17 Computational Issues "Forward states PEA" Using the law of iterated expectations we can write: E t E t+1 (λ t+1 u c,t+1 ) = Θ λ (g t+1, λ t, b 1,t, b N,t,...) df (g t+1 ) now the system becomes: Θ λ (g t+1, λ t, b 1,t, b N,t,...) df (g t+1 ) λ t = Θ ucn (g t+1, λ t, b 1,t, b N,t,...) df (g t+1 ) Now the conditional expectations are a function of λ t, b 1,t, b N,t, not past variables = now the system is determinate. For more details: "Optimal Fiscal Policy Problem under Complete and Incomplete Markets: a Numerical Toolkit" (FMOS, 2014) () Government Debt Management 17 / 32

18 Parameterization We follow Marcet and Scott (2009) Annual horizon: β = 0.95; u (c t ) + v (x t ) = log(c t ) η 1 x t The process of government spending: g t = ρg t 1 + (1 ρ) g + ε t with ρ = 0.95, g = 0.25y and σ ε = 1.44 () Government Debt Management 18 / 32

19 Share of short term debt S t US DATA BuyBack Lending No Lending E (S t ) 36% -272% 26% σ St corr(s t, S t 1 ) corr(mvt S t L ) Model: Average of 1000 samples of 60 periods In the no lending model we get a lot of periods in which short term bond is 0 (8% of all periods in our simulation). 40% of the time we have an average share that is below 20% (in the data short term debt is never below 26%). () Government Debt Management 20 / 32

20 Buyback Model: Moments Can be described as adding many possible realizations of g to ABN Model with no lending, b 1,t 0 and b N,t 0. a multi-period version of Nosbusch (2008) a version of Lustig et al. (2008) but with real debt, without nominal rigidities and fewer bonds than realizations of g () Government Debt Management 19 / 32

21 Figure 4: Optimal Portfolio under Buyback - Lending Model Short Bond Long Bond Bonds Period Notes: The Figure plots a sample path of the optimal portfolio under buyback. The bounds (upper and lower) correspond to 150% of (steady state) GDP. The solid line represents the short term bond. The dashed line the long maturity bond. 44

22 Figure 6: Optimal Portfolio under Buyback - No Lending Model Short Bond Long Bond Bonds Period Notes: The Figure plots a sample path of the optimal portfolio under buyback and No Lending. The upper bound is 150% of (steady state) GDP. The solid line represents the short term bond. The dashed line the long maturity bond. 46

23 Share of short term debt S t US DATA BuyBack Lending No Lending E (S t ) 36% -272% 26% σ St corr(s t, S t 1 ) corr(mvt S t L ) Model: Average of 1000 samples of 60 periods In the no lending model we get a lot of periods in which short term bond is 0 (8% of all periods in our simulation). 40% of the time we have an average share that is below 20% (in the data short term debt is never below 26%). () Government Debt Management 20 / 32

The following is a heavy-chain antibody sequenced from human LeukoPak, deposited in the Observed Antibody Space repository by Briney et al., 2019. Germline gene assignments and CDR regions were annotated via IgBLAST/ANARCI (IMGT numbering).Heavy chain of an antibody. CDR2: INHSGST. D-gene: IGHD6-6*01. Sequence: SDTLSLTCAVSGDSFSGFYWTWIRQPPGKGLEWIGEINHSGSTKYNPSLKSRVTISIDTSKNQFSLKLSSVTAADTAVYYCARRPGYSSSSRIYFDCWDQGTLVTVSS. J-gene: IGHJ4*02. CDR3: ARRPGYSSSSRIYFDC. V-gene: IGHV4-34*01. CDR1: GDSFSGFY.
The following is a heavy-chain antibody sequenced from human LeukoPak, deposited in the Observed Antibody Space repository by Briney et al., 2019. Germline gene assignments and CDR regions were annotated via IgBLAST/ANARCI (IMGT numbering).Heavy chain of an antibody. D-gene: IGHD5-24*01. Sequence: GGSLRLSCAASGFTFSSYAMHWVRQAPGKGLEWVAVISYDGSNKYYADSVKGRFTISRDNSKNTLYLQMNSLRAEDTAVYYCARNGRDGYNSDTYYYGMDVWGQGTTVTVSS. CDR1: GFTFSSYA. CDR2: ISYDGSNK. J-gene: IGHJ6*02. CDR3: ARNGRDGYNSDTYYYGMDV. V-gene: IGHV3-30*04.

24 Data: Total Issuance () Government Debt Management 21 / 32

25 Data: BuyBacks From 1920 to 2011 the government has redeemed 96% of debt at redemption date or within a year to it. () Government Debt Management 22 / 32

26 The no Buyback Assumption Under complete markets, buyback or no buyback do not matter ABN, Nosbusch, Lustig et al. all assume buyback Under incomplete markets the assumption matters () Government Debt Management 23 / 32

27 Model with No Buyback and one Long Bond Assume government would only issue one long bond. Then the budget constraint such that: g t + b N,t N = τ t (T x t ) + p N,t b N,t β jn u c,t+nj (τ u t+nj l t+nj g t+nj ) = b N,t N for every t j=0 c,t If g 0 > g t = g for t 1 then τ 0 and b N,0 will increase. I have to redeem the bond in t + N by rising taxes and more debt. Can t do anything in the middle. There is an N period cycle in fiscal policy which violates tax smoothing. () Government Debt Management 24 / 32

28 Taxes and No Buyback only one long bond () Government Debt Management 25 / 32

29 Model with Buyback and two Bonds The government budget constraint becomes: g t + b 1,t 1 + b N,t N = τ t (T x t ) + p 1,t b 1,t + p N,t b N,t Now the FOC become: λ t = E t {u c,t+n λ t+n } E t {u c,t+n } λ t = E t {u c,t+1 λ t+1 } E t {u c,t+1 } Implications for debt management: Long bonds have a hedging value Short bonds are beneficial to avoid N-period cycle () Government Debt Management 26 / 32

30 No Buyback Model: Moments Share of short term debt S t No Lending US DATA BuyBack No BuyBack Coupon E (S t ) 36% 26% 56% 53% σ t corr(s t, S t 1 ) corr(mvt S t L ) Model: Average of 1000 samples of 60 periods () Government Debt Management 27 / 32

31 t-statistics BuyBack No BuyBack Coupon Lending No Lending No Lending No Lending E (S t ) σ t corr(s t, S t 1 ) corr(mvt S t L ) () Government Debt Management 28 / 32

32 No Buyback and No Lending () Government Debt Management 29 / 32

33 Implications for Debt Management and Fiscal Policy Observed debt management can be rationalized by frictions that impose no-buyback and no-lending The results are robust to callable bonds. () Government Debt Management 30 / 32

34 Callable bonds: empirical evidence () Government Debt Management 31 / 32

35 Bond Term (in years) Call Window* (in years) Notes: The table shows the call windows (maturity minus first possible call date) for callable bonds in the US. The data are extracted from the CRSP and refer to government debt issued since the 1940s. Table 5: Bond Terms and Call Windows 40

36 Figure 15: Callable Bonds over Long Bonds in the US data Normalized Count [%] Bonds with 2 year call window Normalized Count [%] Bonds with 3 year call window Normalized Count [%] Normalized Count [%] Bonds with 4 year call window Bonds with 5 year call window Notes: The plots shows the timing of redemptions of callable debt in the US for all callable securities between The top left shows the timing for bonds whose first call date is 2 years before maturity, the top right 3 years, and the bottom panels 4 and 5 years. 55

37 A Model with Callable bonds We introduce an N period bond that is is bought back m period after its issuance. The budget constraint of the government becomes: g t + b 1,t 1 + p N m,t b N,t m = τ t (T x t ) + p 1,t b 1,t + p N,t b N,t The FOC (off corners) become: λ t = E t {u c,t+n λ t+m } E t {u c,t+n } λ t = E t {u c,t+1 λ t+1 } E t {u c,t+1 } () Government Debt Management 32 / 32